Rogue online sellers up against new UK consumer-protection weapon

Published on 07 August 2020

What are the new powers granted to the UK’s Competition and Markets Authority (CMA) to combat rogue trading in the digital arena?

The key takeaway

The CMA has acquired new EU-derived powers under the new Consumer Protection (Enforcement) (Amendment etc.) Regulations 2020. These allow it to seize control of the accounts of rogue traders on eBay, Amazon and other e-commerce accounts, and even their entire websites, if it thinks “consumer interests” are being harmed.

The background

There has been a long history of campaigns from the CMA for its consumer-law powers to be bolstered through the statute books, which has grown broader and deeper over time. The CMA has routinely warned in recent years that several business sectors are hurting consumers. Its end goal is a sweeping overhaul of its consumer-law powers, as proposed to the Government early last year. 

The guidance 

The new Consumer Protection (Enforcement) (Amendment etc.) Regulations 2020 came into force on 2 June 2020 and entered UK law as a result of changes made at EU level. Effectively, the new rules will give the CMA a formal means to require the removal of a website or certain pages, apps or social-media posts when the traders implicated are not willing to cooperate.

Anything considered an “online platform” is up for seizing under the Regulations, which comprises “any software, including a website, part of a website or an application, that is operated by or on behalf of a trader, and which serves to give consumers access to the trader’s goods and services”. This could potentially apply to the biggest to the smallest e-commerce platforms.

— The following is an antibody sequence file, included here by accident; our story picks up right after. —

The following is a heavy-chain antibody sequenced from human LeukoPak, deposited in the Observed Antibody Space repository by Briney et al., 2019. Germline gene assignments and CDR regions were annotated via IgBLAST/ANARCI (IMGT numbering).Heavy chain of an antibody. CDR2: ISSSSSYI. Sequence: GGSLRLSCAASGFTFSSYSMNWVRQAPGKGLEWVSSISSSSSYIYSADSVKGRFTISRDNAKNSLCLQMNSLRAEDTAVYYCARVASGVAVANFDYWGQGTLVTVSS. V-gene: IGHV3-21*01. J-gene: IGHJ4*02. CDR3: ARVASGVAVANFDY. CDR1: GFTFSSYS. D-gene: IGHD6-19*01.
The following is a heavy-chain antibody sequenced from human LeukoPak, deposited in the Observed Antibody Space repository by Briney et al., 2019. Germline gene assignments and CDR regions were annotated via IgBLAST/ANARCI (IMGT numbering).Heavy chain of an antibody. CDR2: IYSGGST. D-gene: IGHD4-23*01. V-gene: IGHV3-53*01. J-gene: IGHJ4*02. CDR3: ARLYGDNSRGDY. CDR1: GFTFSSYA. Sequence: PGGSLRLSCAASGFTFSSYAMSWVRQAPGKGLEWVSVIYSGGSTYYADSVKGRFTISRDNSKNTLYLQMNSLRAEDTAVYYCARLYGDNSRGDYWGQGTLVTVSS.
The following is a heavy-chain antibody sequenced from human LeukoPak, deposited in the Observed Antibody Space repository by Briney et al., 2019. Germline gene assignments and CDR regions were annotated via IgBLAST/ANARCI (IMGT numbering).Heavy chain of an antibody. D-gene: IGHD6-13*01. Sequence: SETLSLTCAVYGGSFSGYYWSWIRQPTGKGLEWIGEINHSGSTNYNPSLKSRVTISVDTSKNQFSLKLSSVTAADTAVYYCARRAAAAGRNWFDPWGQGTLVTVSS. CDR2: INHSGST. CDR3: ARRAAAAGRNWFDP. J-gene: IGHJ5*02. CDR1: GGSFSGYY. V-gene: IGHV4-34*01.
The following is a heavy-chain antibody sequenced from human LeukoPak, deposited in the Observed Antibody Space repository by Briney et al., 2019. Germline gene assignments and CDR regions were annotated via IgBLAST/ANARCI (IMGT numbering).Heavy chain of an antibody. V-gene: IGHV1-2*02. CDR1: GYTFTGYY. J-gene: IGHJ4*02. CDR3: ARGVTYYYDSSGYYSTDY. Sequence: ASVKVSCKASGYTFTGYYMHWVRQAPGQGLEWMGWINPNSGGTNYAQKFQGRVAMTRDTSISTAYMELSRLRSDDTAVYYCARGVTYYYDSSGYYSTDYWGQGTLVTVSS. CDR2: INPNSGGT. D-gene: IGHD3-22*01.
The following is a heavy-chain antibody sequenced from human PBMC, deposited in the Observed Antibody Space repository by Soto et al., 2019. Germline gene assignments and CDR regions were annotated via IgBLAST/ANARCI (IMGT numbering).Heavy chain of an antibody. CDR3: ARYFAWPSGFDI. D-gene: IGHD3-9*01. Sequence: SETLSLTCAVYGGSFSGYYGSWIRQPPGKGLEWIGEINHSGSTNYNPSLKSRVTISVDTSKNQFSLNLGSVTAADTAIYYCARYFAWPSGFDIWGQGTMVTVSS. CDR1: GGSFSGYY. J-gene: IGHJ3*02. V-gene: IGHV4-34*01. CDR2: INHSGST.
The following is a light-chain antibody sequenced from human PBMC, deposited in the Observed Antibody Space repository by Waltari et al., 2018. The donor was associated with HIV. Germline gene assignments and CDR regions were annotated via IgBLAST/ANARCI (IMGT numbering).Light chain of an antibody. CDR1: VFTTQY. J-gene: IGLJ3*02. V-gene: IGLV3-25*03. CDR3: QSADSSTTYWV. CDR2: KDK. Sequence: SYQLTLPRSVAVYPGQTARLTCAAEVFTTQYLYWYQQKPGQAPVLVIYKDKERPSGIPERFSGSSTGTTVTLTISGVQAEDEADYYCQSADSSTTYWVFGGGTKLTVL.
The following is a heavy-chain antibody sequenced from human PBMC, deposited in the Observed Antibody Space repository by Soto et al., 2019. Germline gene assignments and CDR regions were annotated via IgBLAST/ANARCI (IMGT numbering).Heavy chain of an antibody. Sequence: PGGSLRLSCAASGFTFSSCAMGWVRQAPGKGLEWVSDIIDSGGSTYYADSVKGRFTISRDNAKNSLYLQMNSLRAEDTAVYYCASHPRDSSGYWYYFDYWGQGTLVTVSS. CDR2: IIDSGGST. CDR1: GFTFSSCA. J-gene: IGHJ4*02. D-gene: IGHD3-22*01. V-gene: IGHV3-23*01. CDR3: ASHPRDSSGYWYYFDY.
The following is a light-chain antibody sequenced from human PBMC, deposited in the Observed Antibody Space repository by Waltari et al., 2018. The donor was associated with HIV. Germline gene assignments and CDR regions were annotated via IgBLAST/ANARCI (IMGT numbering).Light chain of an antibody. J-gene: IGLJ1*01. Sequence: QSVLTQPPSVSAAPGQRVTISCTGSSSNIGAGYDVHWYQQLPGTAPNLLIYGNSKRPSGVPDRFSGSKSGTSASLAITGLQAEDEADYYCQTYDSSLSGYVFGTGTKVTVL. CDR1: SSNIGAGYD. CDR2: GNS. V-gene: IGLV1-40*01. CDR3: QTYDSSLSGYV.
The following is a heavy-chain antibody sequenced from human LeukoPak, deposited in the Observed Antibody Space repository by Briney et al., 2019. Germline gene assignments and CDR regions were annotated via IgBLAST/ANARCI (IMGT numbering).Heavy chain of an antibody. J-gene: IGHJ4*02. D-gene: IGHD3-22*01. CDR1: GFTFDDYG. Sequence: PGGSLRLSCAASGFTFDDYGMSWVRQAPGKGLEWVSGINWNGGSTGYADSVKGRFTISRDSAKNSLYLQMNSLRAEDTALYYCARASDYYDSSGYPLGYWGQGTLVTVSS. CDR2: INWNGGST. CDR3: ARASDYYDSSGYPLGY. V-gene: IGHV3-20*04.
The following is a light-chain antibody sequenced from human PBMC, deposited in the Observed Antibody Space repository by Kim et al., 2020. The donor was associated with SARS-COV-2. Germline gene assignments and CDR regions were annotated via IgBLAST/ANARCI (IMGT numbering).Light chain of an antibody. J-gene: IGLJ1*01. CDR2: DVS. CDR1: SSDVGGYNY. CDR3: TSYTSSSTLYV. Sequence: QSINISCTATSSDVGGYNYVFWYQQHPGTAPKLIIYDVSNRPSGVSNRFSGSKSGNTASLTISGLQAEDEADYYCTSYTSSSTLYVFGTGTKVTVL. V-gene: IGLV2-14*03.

Anything deemed to “harm the collective interests of consumers” known as a “community infringement” could elicit the CMA to seek an “online interface order” (OIO). Community infringement covers any type of infringement that cuts across consumers’ interests, including unfair terms, misleading information or unfairly refused refunds. People and companies targeted by OIO’s could be forced to delete their websites or parts of them, disable or restrict access to them, display a warning to consumers, or even transfer an entire domain name into the CMA’s control, should they be deemed used for ill purposes. 

However, whilst the UK’s regulatory armoury may seem relatively unparalleled, there are judicial constraints that could blunt their edge. In order to safeguard the public from misuse of the new powers, the CMA will have to apply to a court and convince a judge that there is no other way to stop a rogue trader apart from seizure and/or deletion of their website or online sales accounts.

While the regulator would only resort to an OIO where it is deemed that there is no other available or proportionate way to deal with an infringement, the two-step process that requires the enforcer to seek approval of an OIO from UK court judges could hinder their use. 

Why is this important?

Consumers should be able to trust online markets, and this newfound power will strengthen protection by allowing the CMA to remove online content when it threatens consumers’ interests. Given the current debates about the imposition of a vague “duty of care” on platforms, it is reassuring to see an approach centred on judicial oversight, in the form of a court order. This should give confidence to a platform on the receiving end of one of these orders that the action they are being compelled to take has received a reasonable degree of independent scrutiny. 

Any practical tips?

Some bigger companies see the new measures as aiming at smaller e-commerce sites that might not have an established cooperative dialogue or mature compliance policies with which to effectively police sellers. Nevertheless, such wide application may make bigger platforms nervous too, as the new rules could make for a resource-sapping new headache for platforms which are already facing increasing scrutiny under the regulatory microscope. 

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